I see my struggle mirrored in my children who cling to me, afraid that I will go to bed and never emerge again. Trying in their way to hold on tight to this new thing and refuse to let it be taken again. And yet we’re powerless, all of us. When the tide of ME rises, nothing can hold it back. You can only hold your breath and hope it recedes again.

I see it etched in pain and helplessness on my mother’s face, feel it in the tender way she brushes my face and turns away before the tears that threaten can be allowed to fall.

I see it in my husbands weariness. In his missing of me that reminds me how I am loved and all we are missing.

I feel it in the distance widening in my friendships again, as I am once more unable to keep up with the pace of normal life, even in my conversations. Connection fading as I increasingly struggle to articulate my life or follow theirs.

And still I hold on tight and fierce to what has been given to me. The conversations I can have, the cuddles, the mum-planning that I can do for my girls, and for my husband and parents. I direct operations and I can be present, physically and mentally, in a way I thought I might never be again.

A few weeks ago I sat in my wheelchair and followed my girls on their scooters up and down our street for 20 glorious minutes.

Two weeks later I sat in the car and went with them and my mum to a nearby soft play, where I sat on a sofa and drank tea and waved to my precious ones at the top of the big slide.

I have treasured these things in my heart, and in the days and weeks of crashing after these two excursions, I have fed off them, living from the joy of them.

I am so grateful to be alive, and to be here, and yet as another day passes in my bed with the noise and movement of my children in my room once again causing me to wince and collapse, the brokenness of my hope cuts deep.

This time last year I was afraid, and I was right to be. This year has been nightmarish. I look back and I don’t know how we survived it, except for the grace of God.

And I am afraid again.

New fears have joined the old ones. New consciousness of the true horror of what this could mean for our future is etched in my memory. A new knowledge of our vulnerability, our fragility, is alive and perches in my mind like an albatross.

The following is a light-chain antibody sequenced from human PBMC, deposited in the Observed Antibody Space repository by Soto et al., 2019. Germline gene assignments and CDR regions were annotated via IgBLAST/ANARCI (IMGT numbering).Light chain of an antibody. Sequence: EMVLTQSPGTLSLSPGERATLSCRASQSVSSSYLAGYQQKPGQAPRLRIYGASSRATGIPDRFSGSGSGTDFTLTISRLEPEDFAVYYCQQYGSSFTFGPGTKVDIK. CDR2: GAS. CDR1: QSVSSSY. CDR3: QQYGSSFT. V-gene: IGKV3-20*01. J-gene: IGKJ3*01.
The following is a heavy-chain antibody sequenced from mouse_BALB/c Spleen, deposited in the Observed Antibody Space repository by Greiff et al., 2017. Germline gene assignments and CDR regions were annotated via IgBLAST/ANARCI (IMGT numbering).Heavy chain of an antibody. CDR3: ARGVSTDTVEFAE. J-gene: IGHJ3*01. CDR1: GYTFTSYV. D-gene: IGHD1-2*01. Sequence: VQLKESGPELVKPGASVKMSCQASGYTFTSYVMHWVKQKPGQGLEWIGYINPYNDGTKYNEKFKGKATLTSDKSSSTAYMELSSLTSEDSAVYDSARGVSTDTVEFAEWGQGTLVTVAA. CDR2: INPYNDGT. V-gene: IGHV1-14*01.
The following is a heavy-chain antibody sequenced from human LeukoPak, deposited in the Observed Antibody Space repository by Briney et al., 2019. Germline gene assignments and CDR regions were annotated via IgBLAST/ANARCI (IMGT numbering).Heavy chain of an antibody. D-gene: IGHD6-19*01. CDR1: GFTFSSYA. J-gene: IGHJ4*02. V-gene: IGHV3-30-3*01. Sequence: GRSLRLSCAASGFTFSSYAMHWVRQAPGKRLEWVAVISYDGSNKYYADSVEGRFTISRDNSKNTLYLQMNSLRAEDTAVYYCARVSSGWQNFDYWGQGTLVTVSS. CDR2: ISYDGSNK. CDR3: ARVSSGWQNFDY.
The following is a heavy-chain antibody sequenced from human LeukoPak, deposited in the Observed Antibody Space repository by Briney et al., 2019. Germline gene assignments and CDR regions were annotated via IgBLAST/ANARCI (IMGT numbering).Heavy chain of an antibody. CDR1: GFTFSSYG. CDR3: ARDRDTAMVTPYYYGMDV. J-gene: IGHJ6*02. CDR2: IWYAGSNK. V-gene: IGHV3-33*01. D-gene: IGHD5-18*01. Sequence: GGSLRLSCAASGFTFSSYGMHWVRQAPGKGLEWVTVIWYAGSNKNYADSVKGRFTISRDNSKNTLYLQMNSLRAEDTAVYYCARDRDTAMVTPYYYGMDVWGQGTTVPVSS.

And as I look back over 2017, I need to mourn again.

We have lost so much this year, it has been traumatic and devastating for every one of us and I need to let myself – let each of us – grieve, process, weep.

And also, there is peace. And there is hope. It is foolish and irrational and I cannot explain it. But I will not relinquish it.

We survived. We are wounded and we are scarred. We are forever changed and still so far from understanding. But we survived, by the grace of God. And by the grace of God, we will.

I can’t believe this is my life. It is tragic and small, limited and painful. It is precious and breathtaking in it’s beauty and it’s glory. It is death and it is life.

I can’t believe this is my life.

We are hard pressed on every side, but not crushed; perplexed, but not in despair; persecuted, but not abandoned; struck down, but not destroyed.  We always carry around in our body the death of Jesus, so that the life of Jesus may also be revealed in our body. For we who are alive are always being given over to death for Jesus’ sake, so that his life may also be revealed in our mortal body. So then, death is at work in us, but life is at work in you.



2 thoughts on “Grieving and Hoping”

  1. I’m sorry to hear you’re going through such difficulties. As I read your post, I couldn’t help but think of a book a fellow blogger wrote that you might enjoy. It’s called “Acts of Kindness from Your Armchair”. It’s written by a blogger who has limited mobility (hence the armchair). It might support you with your efforts of focusing on gratitude as well as other aspects of being homebound. Either way, I just wanted to let you know that you’ll be in my prayers. Sending you lots of love ❤ ❤ ❤